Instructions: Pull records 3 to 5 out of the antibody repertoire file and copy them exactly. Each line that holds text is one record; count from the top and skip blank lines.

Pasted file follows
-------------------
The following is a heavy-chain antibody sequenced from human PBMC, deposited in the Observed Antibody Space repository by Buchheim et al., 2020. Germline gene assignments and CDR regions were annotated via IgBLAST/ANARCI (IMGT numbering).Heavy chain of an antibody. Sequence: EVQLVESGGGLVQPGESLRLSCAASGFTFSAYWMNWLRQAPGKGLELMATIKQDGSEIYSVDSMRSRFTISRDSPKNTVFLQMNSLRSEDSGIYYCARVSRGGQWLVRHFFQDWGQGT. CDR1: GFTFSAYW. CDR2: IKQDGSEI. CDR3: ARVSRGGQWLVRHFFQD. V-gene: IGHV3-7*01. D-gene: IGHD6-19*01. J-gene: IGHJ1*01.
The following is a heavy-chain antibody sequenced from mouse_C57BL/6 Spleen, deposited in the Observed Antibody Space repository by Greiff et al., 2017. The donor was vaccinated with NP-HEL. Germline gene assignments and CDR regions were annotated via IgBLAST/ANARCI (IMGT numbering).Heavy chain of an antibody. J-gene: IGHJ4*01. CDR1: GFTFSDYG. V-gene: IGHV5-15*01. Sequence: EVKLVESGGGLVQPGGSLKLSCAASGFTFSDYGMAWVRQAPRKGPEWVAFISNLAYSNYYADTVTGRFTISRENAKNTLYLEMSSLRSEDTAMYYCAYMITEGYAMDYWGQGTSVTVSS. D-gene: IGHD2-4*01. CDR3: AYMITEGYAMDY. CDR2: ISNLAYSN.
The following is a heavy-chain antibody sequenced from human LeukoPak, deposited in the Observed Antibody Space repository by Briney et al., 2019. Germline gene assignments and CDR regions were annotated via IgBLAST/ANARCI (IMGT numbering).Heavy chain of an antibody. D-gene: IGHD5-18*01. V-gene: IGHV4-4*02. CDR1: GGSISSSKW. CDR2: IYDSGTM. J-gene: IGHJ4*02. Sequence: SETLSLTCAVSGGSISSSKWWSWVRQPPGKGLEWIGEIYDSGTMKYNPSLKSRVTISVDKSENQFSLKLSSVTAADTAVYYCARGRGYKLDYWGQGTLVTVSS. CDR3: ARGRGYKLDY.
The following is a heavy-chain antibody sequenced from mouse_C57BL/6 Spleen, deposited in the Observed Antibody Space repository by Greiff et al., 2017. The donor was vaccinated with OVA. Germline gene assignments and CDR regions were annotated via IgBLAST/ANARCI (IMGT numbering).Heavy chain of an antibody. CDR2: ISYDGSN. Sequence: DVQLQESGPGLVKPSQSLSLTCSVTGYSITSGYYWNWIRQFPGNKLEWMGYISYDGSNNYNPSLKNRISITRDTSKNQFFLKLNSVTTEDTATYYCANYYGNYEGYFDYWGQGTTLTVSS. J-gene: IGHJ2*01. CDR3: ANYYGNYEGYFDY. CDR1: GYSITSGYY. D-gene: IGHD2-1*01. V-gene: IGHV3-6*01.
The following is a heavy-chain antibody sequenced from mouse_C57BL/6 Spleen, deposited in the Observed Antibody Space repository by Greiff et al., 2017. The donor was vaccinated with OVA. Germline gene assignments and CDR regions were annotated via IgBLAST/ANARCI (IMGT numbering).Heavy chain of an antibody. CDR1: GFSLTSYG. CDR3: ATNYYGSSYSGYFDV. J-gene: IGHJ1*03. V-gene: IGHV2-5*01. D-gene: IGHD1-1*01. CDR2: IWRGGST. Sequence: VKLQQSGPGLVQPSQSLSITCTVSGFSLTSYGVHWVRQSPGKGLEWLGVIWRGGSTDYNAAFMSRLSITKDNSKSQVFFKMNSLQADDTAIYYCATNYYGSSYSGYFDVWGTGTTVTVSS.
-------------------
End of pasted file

The following is a heavy-chain antibody sequenced from human LeukoPak, deposited in the Observed Antibody Space repository by Briney et al., 2019. Germline gene assignments and CDR regions were annotated via IgBLAST/ANARCI (IMGT numbering).Heavy chain of an antibody. D-gene: IGHD5-18*01. V-gene: IGHV4-4*02. CDR1: GGSISSSKW. CDR2: IYDSGTM. J-gene: IGHJ4*02. Sequence: SETLSLTCAVSGGSISSSKWWSWVRQPPGKGLEWIGEIYDSGTMKYNPSLKSRVTISVDKSENQFSLKLSSVTAADTAVYYCARGRGYKLDYWGQGTLVTVSS. CDR3: ARGRGYKLDY.
The following is a heavy-chain antibody sequenced from mouse_C57BL/6 Spleen, deposited in the Observed Antibody Space repository by Greiff et al., 2017. The donor was vaccinated with OVA. Germline gene assignments and CDR regions were annotated via IgBLAST/ANARCI (IMGT numbering).Heavy chain of an antibody. CDR2: ISYDGSN. Sequence: DVQLQESGPGLVKPSQSLSLTCSVTGYSITSGYYWNWIRQFPGNKLEWMGYISYDGSNNYNPSLKNRISITRDTSKNQFFLKLNSVTTEDTATYYCANYYGNYEGYFDYWGQGTTLTVSS. J-gene: IGHJ2*01. CDR3: ANYYGNYEGYFDY. CDR1: GYSITSGYY. D-gene: IGHD2-1*01. V-gene: IGHV3-6*01.
The following is a heavy-chain antibody sequenced from mouse_C57BL/6 Spleen, deposited in the Observed Antibody Space repository by Greiff et al., 2017. The donor was vaccinated with OVA. Germline gene assignments and CDR regions were annotated via IgBLAST/ANARCI (IMGT numbering).Heavy chain of an antibody. CDR1: GFSLTSYG. CDR3: ATNYYGSSYSGYFDV. J-gene: IGHJ1*03. V-gene: IGHV2-5*01. D-gene: IGHD1-1*01. CDR2: IWRGGST. Sequence: VKLQQSGPGLVQPSQSLSITCTVSGFSLTSYGVHWVRQSPGKGLEWLGVIWRGGSTDYNAAFMSRLSITKDNSKSQVFFKMNSLQADDTAIYYCATNYYGSSYSGYFDVWGTGTTVTVSS.